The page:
About the Book
Important poems by the late New York poet published in The New American Poetry, Evergreen Review, Floating Bear and stranger places.
Often this poet, strolling through the noisy splintered glare of a Manhattan noon, has paused at a sample Olivetti to type up thirty or forty lines of ruminations, or pondering more deeply has withdrawn to a darkened ware- or firehouse to limn his computed misunderstandings of the eternal questions of life, coexistence, and depth, while never forgetting to eat lunch, his favorite meal.
"O’Hara speaks directly across the decades to our hopes and fears and especially our delights; his lines are as intimate as a telephone call. Few books of his era show less age." --Dwight Garner, New York Times
"As collections go, none brings. . .quality to the fore more than the thirty-seven Lunch Poems, published in 1964 by City Lights." --Nicole Rudick, The Paris Review
"What O'Hara is getting at is a sense of the evanescence, and the power, of great art, that inextricable contradiction that what makes it moving and transcendent is precisely our knowledge that it will pass away. This is the ethos at the center of Lunch Poems”: not the informal or the conversational for their own sake but rather in the service of something more intentional, more connective, more engaged." --David L. Ulin, Los Angeles TImes
"The collection broadcasts snark, exuberance, lonely earnestness, and minute-by-minute autobiography to a wide, vague audiencemuch like today's Twitter and Facebook feeds." --Micah Mattix, The Atlantic
Among the most significant post-war American poets, Frank O'Hara grew up in Grafton, MA, graduating from Harvard in 1950. After earning an MA at Michigan in 1951, O'Hara moved to New York, where he began working for the Museum of Modern Art and writing for Art News. By 1960, he was named Assistant Curator of Painting and Sculpture Exhibitions at MOMA. Along with John Ashbery, Kenneth Koch, James Schuyler, and Barbara Guest, he is considered an original member of the New York School. Though he died in a tragic accident in 1966, recent references to O'Hara on TV shows like Mad Men or Thurston Moore’s new single evidence our culture’s continuing fascination with this innovative poet.
About the Book
With the funding made available to veterans he attended Harvard University, where artist and writer Edward Gorey was his roommate. Although O'Hara majored in music and did some composing, his attendance was irregular and his interests disparate. He regularly attended classes in philosophy and theology, while writing impulsively in his spare time. O'Hara was heavily influenced by visual art and by contemporary music, which was his first love (he remained a fine piano player all his life and would often shock new partners by suddenly playing swathes of Rachmaninoff when visiting them). His favorite poets were Arthur Rimbaud, Stéphane Mallarmé, Boris Pasternak, and Vladimir Mayakovsky. While at Harvard, O'Hara met John Ashbery and began publishing poems in the Harvard Advocate. Despite his love of music, O'Hara changed his major and graduated from Harvard in 1950 with a degree in English.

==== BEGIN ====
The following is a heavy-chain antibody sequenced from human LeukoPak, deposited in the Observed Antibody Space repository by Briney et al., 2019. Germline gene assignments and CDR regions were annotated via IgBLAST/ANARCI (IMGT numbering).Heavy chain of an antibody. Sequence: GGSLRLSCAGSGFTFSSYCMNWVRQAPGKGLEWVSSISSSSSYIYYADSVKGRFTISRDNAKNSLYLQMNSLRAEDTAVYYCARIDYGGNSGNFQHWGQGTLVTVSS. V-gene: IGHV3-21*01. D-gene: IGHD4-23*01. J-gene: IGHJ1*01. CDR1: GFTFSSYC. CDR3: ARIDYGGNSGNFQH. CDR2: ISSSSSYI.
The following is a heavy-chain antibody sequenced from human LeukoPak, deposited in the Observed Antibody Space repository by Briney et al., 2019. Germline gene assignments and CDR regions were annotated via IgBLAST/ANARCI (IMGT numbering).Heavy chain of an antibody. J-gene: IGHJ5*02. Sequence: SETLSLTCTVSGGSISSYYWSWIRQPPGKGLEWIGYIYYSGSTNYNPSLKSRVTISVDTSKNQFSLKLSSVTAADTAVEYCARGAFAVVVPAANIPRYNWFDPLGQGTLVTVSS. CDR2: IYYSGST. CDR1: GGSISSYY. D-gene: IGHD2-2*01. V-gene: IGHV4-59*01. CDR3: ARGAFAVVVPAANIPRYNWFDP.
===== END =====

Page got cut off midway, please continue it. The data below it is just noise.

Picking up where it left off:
He then attended graduate school at the University of Michigan in Ann Arbor. While at Michigan, he won a Hopwood Award and received his M.A. in English literature in 1951. That autumn O'Hara moved into an apartment in New York City with Joe LeSueur, who would be his roommate and sometime lover for the next 11 years. It was in New York that he began teaching at The New School.
Known throughout his life for his extreme sociability, passion, and warmth, O'Hara had hundreds of friends and lovers throughout his life, many from the New York art and poetry worlds. Soon after arriving in New York, he was employed at the front desk of the Museum of Modern Art and began to write seriously.
O'Hara was active in the art world, working as a reviewer for Artnews, and in 1960 was Assistant Curator of Painting and Sculpture Exhibitions for the Museum of Modern Art. He was also friends with the artists Willem de Kooning, Norman Bluhm, Larry Rivers and Joan Mitchell.
In the early morning hours of July 24, 1966, O'Hara was struck by a dune buggy on the Fire Island beach. He died the next day of a ruptured liver. O'Hara was buried in Green River Cemetery on Long Island. The painter Larry Rivers, a longtime friend and lover of O'Hara's, delivered the eulogy.